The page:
Where a hedge fund applies a high water mark to an investor's money, this means that the manager will only receive performance fees, on that particular pool of invested money, when its value is greater than its previous greatest value. Should the investment drop in value then the manager must bring it back above the previous greatest value before they can receive performance fees again.
In other words, if a fund loses 10% in Year N, it has to make back that 10% in Year N+1 before it can begin accruing performance fees.
Nine of out Ten Hedge Funds are Under Water
According to a recent survey by EurekaHedge, 97% of the 4,000 funds it surveyed were under their high water mark as of July 31st. That shouldn't be a surprise given where the equity indices currently sit, but it does raise the question of what the resulting impact will be. Barring a major turnaround in the capital markets between now and year end, the majority of the world's hedge funds won't receive performance fees.
Thoughts on the potential fallout:
- Large, multi-strategy mega funds will weather the storm better than most -- The mega funds are diversified and well capitalized to weather a down year or two. Presuming the aggrerate returns aren't significantly below the high water mark, the potential to quickly get back above water in 2009 will be incentive. Furthermore, top performers at smaller funds will likely look upon the relative safety of working for a mega firm in a new light
- Hundreds, if not thousands of funds will shut down, merge or recapitalize -- Some fund managers will simply close their doors and move onto other initiatives; returning capital to LPs and living off their past proceeds. Others will look to "get big quickly." Expect many funds that fall significantly under water to lose top performers who would have otherwise generated performance fees on their own portion of the portfolio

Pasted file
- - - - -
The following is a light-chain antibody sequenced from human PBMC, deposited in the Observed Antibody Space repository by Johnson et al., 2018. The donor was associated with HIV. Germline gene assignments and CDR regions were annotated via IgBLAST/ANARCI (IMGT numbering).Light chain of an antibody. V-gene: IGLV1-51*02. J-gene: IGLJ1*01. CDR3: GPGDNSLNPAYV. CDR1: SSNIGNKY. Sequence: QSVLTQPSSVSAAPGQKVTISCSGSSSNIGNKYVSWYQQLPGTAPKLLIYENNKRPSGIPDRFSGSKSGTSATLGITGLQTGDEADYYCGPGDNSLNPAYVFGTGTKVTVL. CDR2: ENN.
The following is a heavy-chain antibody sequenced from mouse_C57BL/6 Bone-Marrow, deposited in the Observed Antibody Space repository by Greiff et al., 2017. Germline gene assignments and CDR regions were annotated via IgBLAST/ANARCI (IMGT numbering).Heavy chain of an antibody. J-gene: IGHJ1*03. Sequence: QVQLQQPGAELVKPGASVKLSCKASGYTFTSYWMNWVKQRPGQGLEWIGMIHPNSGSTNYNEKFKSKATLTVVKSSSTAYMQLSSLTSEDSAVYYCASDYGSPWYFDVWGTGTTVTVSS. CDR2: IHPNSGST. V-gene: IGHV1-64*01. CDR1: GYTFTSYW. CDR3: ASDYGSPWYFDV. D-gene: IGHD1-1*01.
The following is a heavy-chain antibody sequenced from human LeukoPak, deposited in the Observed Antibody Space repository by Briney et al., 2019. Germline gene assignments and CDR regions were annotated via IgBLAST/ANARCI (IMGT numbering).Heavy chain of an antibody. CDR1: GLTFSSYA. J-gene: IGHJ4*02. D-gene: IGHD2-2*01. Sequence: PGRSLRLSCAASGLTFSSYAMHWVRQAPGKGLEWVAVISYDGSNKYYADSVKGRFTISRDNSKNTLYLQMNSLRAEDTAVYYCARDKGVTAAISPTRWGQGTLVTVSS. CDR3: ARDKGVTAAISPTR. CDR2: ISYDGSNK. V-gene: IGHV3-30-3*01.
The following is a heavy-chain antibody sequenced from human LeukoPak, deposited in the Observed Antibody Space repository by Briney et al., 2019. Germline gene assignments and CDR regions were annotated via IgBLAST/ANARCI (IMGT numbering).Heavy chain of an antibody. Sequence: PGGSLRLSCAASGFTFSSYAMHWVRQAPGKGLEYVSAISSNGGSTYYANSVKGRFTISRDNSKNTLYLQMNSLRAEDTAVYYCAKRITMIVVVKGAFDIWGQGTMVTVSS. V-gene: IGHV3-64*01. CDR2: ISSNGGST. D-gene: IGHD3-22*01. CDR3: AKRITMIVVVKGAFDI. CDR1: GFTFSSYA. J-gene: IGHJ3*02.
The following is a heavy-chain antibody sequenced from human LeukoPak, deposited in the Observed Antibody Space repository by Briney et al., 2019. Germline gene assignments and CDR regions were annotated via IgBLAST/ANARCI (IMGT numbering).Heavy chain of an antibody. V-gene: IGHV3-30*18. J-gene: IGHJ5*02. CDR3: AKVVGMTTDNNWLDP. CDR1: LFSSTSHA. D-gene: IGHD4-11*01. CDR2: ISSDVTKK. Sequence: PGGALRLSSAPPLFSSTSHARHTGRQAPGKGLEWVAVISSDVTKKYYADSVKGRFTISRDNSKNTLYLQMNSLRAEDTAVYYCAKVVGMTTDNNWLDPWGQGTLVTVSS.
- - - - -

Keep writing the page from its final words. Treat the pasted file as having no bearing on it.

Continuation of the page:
- Capital raising will become more difficult -- This is already happening but capital raising will become more difficult; particularly as fund of funds and large institutions struggle to justify past investments in toxic CDOs and other leveraged, non-performing assets
- Investors will demand more transparency -- This is self explanatory, and inevitable
- Aggregate returns will moderate -- Systemic deleveraging means more muted aggregate returns. For funds that have made their way using little to no leverage [full disclosure: we are one of those entities], this hopefully brings opportunity
Tumultuous times are ahead, for every portion of the financial world. Roubini's prediction that hedge funds have a period of rationalization ahead is both logical and highly likely. There will be pain; much of it necessary. But those who stay focused on the task at hand, execute within their stated investment parameters, and balance the need for absolute returns with the need to service and protect their partners against undue risk will not only survive, but flourish. Changes are inevitable, but I for one don't necessarily think that's a bad thing -- longer term, of course.